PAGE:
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Neurobiol Learn Mem. 2007 Sep;88(2):208-16. Epub 2007 May 15.

Estrogens and progestins enhance spatial learning of intact and ovariectomized rats in the object placement task.

Author information

1
Department of Psychology, The University at Albany - State University of New York, United States. cafrye@albany.edu

Abstract

Steroid modulation of cognitive function has focused on estrogen (E(2)), but progestins naturally co-vary with E(2) and may also influence cognitive performance. Spatial performance in the object placement task over endogenous hormonal states in which E(2) and progestins vary, and when E(2) and/or progestins were administered, was examined. Experiment 1: Rats in proestrus or estrus had significantly better performance in the object placement task than did diestrus rats. Experiment 2: Rats in the third trimester, post-partum, or lactation exhibited significantly better performance in the object placement task than did rats in the first trimester. Experiment 3: Ovariectomized (ovx) rats administered 17beta-estradiol (0.9 mg/kg), subcutaneously (sc), progesterone (P; 4 mg/kg, sc), or E(2) and P, immediately after training in the object placement task, performed significantly better when tested 4h later, than did control rats administered vehicle (sesame oil 0.2 cc). Experiment 4: ovx rats administered E(2) or P with a 1.5h delay after training in the object placement task, did not perform differently than vehicle-administered controls. Experiment 5: ovx rats administered post-training E(2), which has a high affinity for both E(2) receptor (ER)alpha and beta isoforms, or propyl pyrazole triol (PPT; 0.9 mg/kg, sc), which is more selective for ERalpha than ERbeta, had significantly better performance in the object placement task than did rats administered vehicle or diarylpropionitrile (DPN; 0.9 mg/kg, sc), an ERbeta selective ligand. Experiment 6: ovx rats administered P, or its metabolite, 5alpha-pregnan-3alpha-ol-20-one (3alpha,5alpha-THP; 4 mg/kg, sc), immediately post-training performed significantly better in the object placement task than did vehicle control rats. Thus, performance in the object placement task is better when E(2) and/or P are naturally elevated or when E(2), the ERalpha selective ER modulator PPT, P, or its metabolite, 3alpha,5alpha-THP, are administered post-training.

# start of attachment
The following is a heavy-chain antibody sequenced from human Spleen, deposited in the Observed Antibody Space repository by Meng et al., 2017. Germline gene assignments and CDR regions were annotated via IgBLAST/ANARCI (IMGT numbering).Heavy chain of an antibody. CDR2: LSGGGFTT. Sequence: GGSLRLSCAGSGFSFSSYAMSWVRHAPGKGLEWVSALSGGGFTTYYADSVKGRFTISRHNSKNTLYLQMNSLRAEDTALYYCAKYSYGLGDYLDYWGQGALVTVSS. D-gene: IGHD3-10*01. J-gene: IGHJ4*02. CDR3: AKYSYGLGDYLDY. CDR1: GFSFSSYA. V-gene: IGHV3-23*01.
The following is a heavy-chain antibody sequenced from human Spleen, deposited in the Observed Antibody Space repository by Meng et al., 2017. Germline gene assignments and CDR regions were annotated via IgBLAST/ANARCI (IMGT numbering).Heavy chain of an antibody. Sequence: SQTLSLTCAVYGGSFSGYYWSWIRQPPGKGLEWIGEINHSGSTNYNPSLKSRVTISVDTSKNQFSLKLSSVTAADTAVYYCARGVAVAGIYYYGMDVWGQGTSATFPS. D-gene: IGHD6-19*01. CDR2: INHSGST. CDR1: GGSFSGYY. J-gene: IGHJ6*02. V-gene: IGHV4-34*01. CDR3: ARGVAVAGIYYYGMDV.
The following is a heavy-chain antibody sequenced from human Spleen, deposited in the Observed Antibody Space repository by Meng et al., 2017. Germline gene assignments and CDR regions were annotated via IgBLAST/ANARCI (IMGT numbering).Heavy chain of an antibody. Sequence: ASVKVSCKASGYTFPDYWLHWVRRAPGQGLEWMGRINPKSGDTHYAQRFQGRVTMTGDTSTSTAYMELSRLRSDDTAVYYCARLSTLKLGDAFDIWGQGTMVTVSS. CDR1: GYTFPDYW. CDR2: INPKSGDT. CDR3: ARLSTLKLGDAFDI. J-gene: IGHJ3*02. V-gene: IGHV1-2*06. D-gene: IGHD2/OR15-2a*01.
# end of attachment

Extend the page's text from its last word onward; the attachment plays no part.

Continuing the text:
PMID:
17507257
PMCID:
PMC2077328
DOI:
10.1016/j.nlm.2007.04.003
[Indexed for MEDLINE]
Free PMC Article

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